1/3 (ages 7-8) or 1/4 (ages 9-10)
Look About Lodge, South Chagrin Reservation (Bentleyville)
The kids will love exploring the winter woods with a naturalist. Children should fress to be outside for most of the program. Bring a lunch.
Registration is required. Call 440-247-7075 for more information to register.
Bark beetles usually overwinter beneath the bark of dead or weakened trees. When the weather warms, the female beetle emits pheromones (chemicals that act like an attractive perfume) to catch the attention of a male. Once they mate, the female will excavate tunnels called “egg galleries” where--you guessed it--she will lay her eggs. Look for a big central groove from which other smaller tunnels branch.
The eggs will hatch into larvae called grubs. They resemble small, white, legless worms, and they have one mission: EATING! They eat the nutritional part of the tree beneath the bark. Look for tiny grooves that branch from the egg gallery. Follow these larval tunnels and notice how they get wider as the grub grew.
The grubs eat until they are ready to undergo metamorphosis (change) into an adult. This pre-adult stage is known as the pupa. This is where the grubs will develop legs, wings, antennae, and all the parts adult beetles have.
Look for small holes in the log. What you see is the exit hole when the adult beetle emerges from beneath the bark. You have just witnessed the evidence of a beetle life cycle! With that messy bark beetle cursive, it’s easy to see why they have earned the nickname “engraver beetles.”
"Curious About Coyotes"
Sunday, January 13 @ 2:30 - 3:30 p.m.
Garfield Park Nature Center
Garfield Park Reservation now has signs informing hikers that coyotes can be seen within the park! In this short session, you will receive some basic information and have an opportunity to ask questions about coyotes.
Call 216-341-3152 or visit http://www.clevelandmetroparks.com/Main/EventsProgramsCalendar/Curious-about-Coyotes-445.aspx for more information.
4101 Fulton Parkway Cleveland OH, 44144
The oldest park district in Ohio, the Cleveland Metropolitan Park District was born in 1917, the initiative of a young, self-taught engineer who had conceived the idea of an outer chain of parks with connecting boulevards some 12 years earlier. William Stinchcomb's genius was to anticipate the future need for open space at a time when Cuyahoga County outside of Cleveland was still largely rural. From a few scattered donations of land in the Rocky River Valley, the Park District grew to embrace some of the most scenic areas of Greater Cleveland.
Stinchcomb first suggested his idea in 1905 and repeated his plea in 1909. Cleveland, which was then the nation's sixth largest city, finally formed a park board in 1912 following an act by the Ohio Senate. In April 1912, West Side brewer Leonard Schlather offered to donate approximately three acres of bottom land in the Rocky River Valley.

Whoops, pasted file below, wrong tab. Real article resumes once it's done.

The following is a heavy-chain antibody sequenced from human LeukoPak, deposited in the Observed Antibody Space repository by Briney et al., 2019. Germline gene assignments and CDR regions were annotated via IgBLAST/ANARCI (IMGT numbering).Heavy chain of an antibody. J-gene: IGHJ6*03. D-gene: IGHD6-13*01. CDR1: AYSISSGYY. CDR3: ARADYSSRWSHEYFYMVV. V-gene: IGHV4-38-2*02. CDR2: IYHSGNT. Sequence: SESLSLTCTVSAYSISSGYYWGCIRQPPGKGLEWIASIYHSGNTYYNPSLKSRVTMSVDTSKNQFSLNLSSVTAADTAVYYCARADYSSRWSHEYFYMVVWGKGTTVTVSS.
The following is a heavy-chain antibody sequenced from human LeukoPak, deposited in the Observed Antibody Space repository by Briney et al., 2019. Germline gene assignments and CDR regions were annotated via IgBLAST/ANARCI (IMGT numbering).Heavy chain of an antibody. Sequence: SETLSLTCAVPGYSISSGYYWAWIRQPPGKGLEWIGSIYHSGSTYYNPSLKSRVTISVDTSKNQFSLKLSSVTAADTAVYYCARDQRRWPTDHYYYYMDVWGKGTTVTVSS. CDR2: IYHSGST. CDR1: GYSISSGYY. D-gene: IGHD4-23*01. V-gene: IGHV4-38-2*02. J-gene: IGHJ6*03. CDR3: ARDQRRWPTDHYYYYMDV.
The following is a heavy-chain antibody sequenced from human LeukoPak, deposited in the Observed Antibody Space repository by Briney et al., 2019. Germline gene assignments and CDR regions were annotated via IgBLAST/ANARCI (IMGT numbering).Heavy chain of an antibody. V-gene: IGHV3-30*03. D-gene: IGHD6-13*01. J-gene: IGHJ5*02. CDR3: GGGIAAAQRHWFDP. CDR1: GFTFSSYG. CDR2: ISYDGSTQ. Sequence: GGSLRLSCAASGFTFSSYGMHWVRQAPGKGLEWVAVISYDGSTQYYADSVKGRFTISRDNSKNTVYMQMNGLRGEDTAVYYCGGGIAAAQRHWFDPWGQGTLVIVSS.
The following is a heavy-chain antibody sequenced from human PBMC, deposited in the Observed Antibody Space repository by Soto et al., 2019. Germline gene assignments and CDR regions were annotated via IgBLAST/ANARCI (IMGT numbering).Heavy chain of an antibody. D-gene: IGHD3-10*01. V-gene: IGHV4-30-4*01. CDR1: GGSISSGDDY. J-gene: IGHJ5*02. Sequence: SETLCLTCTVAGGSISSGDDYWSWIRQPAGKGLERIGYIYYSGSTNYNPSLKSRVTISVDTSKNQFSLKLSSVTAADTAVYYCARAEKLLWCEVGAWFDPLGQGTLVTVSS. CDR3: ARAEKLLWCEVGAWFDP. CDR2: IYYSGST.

But, there was a problem. Although the park board had the power to receive gifts of land and property, it had no money of its own and no authority to raise money by bonds or taxation. The park board remained basically dormant for several years.
State law changed in 1915, allowing the Cuyahoga County Commissioners to appropriate money to the park board and in 1916 the first funds were received. Stinchcomb, who had been elected Cuyahoga County engineer, stayed involved in the project as a consulting engineer and developed the "Proposed Cuyahoga County Park and Boulevard System." The plan showed a continuous parkway encircling Cuyahoga County, threading its way through the Rocky River, Big Creek, Chippewa Creek, Tinkers Creek, Chagrin River and Euclid Creek valleys, and connecting, in two places, with the existing city of Cleveland park system.
In March 1917, the Ohio General Assembly passed a bill providing for "the conservation of natural resources by the creation, development and improvement of park districts." On June 30, 1917, the Board of Trustees of Euclid Township petitioned the Probate Judge of Cuyahoga County for the creation of the Cleveland Metropolitan Park District. In July, a new park board was appointed and then met for the first time on July 30, 1917. Stinchcomb stayed on as a consultant without compensation.
From its inception through the 1920s, the Cleveland Metropolitan Park Board concentrated its efforts on assembling parkland. The Park District materially took shape during its first decade. In 1920, the Park District held title to just 109 acres of land in Rocky River and Big Creek; by 1930, it had acquired at a cost of $3.9 million, 9,000 acres in nine large, unconnected reservations: Rocky River, Huntington, Big Creek, Hinckley, Brecksville, Bedford, South Chagrin, North Chagrin and Euclid Creek.
The next step, connecting the reservations, would be tackled in years to come.